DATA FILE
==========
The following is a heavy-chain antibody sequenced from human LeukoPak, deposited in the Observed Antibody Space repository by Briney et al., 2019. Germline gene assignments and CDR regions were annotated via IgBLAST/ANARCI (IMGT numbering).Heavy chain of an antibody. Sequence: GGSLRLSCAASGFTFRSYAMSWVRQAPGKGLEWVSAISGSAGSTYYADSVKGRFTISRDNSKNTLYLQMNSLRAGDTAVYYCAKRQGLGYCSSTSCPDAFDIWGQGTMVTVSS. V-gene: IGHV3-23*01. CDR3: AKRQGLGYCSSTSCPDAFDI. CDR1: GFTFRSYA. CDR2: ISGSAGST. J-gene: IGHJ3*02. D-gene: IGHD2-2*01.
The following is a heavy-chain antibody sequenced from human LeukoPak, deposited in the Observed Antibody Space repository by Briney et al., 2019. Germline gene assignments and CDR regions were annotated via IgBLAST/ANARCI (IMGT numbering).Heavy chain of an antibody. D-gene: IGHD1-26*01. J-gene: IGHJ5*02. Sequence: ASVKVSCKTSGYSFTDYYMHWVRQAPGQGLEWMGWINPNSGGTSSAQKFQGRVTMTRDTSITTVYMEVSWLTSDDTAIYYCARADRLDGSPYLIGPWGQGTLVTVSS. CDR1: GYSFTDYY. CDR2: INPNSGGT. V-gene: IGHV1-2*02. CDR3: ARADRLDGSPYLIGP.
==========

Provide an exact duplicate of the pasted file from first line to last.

The following is a heavy-chain antibody sequenced from human LeukoPak, deposited in the Observed Antibody Space repository by Briney et al., 2019. Germline gene assignments and CDR regions were annotated via IgBLAST/ANARCI (IMGT numbering).Heavy chain of an antibody. Sequence: GGSLRLSCAASGFTFRSYAMSWVRQAPGKGLEWVSAISGSAGSTYYADSVKGRFTISRDNSKNTLYLQMNSLRAGDTAVYYCAKRQGLGYCSSTSCPDAFDIWGQGTMVTVSS. V-gene: IGHV3-23*01. CDR3: AKRQGLGYCSSTSCPDAFDI. CDR1: GFTFRSYA. CDR2: ISGSAGST. J-gene: IGHJ3*02. D-gene: IGHD2-2*01.
The following is a heavy-chain antibody sequenced from human LeukoPak, deposited in the Observed Antibody Space repository by Briney et al., 2019. Germline gene assignments and CDR regions were annotated via IgBLAST/ANARCI (IMGT numbering).Heavy chain of an antibody. D-gene: IGHD1-26*01. J-gene: IGHJ5*02. Sequence: ASVKVSCKTSGYSFTDYYMHWVRQAPGQGLEWMGWINPNSGGTSSAQKFQGRVTMTRDTSITTVYMEVSWLTSDDTAIYYCARADRLDGSPYLIGPWGQGTLVTVSS. CDR1: GYSFTDYY. CDR2: INPNSGGT. V-gene: IGHV1-2*02. CDR3: ARADRLDGSPYLIGP.